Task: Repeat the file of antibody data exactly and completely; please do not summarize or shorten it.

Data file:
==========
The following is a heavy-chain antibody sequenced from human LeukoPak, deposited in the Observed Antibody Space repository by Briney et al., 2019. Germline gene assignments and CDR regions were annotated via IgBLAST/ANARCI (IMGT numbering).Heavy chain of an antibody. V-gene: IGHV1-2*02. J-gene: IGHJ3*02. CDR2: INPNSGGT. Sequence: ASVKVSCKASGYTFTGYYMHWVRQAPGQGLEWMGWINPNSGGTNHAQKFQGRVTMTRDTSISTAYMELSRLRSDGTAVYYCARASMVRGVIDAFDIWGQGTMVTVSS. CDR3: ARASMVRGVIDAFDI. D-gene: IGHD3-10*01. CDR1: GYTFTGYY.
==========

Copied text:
The following is a heavy-chain antibody sequenced from human LeukoPak, deposited in the Observed Antibody Space repository by Briney et al., 2019. Germline gene assignments and CDR regions were annotated via IgBLAST/ANARCI (IMGT numbering).Heavy chain of an antibody. V-gene: IGHV1-2*02. J-gene: IGHJ3*02. CDR2: INPNSGGT. Sequence: ASVKVSCKASGYTFTGYYMHWVRQAPGQGLEWMGWINPNSGGTNHAQKFQGRVTMTRDTSISTAYMELSRLRSDGTAVYYCARASMVRGVIDAFDIWGQGTMVTVSS. CDR3: ARASMVRGVIDAFDI. D-gene: IGHD3-10*01. CDR1: GYTFTGYY.